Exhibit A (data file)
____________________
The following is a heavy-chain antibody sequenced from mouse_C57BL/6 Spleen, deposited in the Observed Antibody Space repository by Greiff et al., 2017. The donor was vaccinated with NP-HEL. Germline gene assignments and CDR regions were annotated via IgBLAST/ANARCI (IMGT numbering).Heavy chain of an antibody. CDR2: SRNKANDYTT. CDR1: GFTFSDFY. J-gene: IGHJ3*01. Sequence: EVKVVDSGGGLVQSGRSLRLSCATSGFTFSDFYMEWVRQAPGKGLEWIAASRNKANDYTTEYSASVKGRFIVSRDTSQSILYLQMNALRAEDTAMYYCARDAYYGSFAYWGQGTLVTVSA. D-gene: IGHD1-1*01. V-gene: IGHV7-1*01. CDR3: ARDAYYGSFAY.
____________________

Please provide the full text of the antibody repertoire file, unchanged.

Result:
The following is a heavy-chain antibody sequenced from mouse_C57BL/6 Spleen, deposited in the Observed Antibody Space repository by Greiff et al., 2017. The donor was vaccinated with NP-HEL. Germline gene assignments and CDR regions were annotated via IgBLAST/ANARCI (IMGT numbering).Heavy chain of an antibody. CDR2: SRNKANDYTT. CDR1: GFTFSDFY. J-gene: IGHJ3*01. Sequence: EVKVVDSGGGLVQSGRSLRLSCATSGFTFSDFYMEWVRQAPGKGLEWIAASRNKANDYTTEYSASVKGRFIVSRDTSQSILYLQMNALRAEDTAMYYCARDAYYGSFAYWGQGTLVTVSA. D-gene: IGHD1-1*01. V-gene: IGHV7-1*01. CDR3: ARDAYYGSFAY.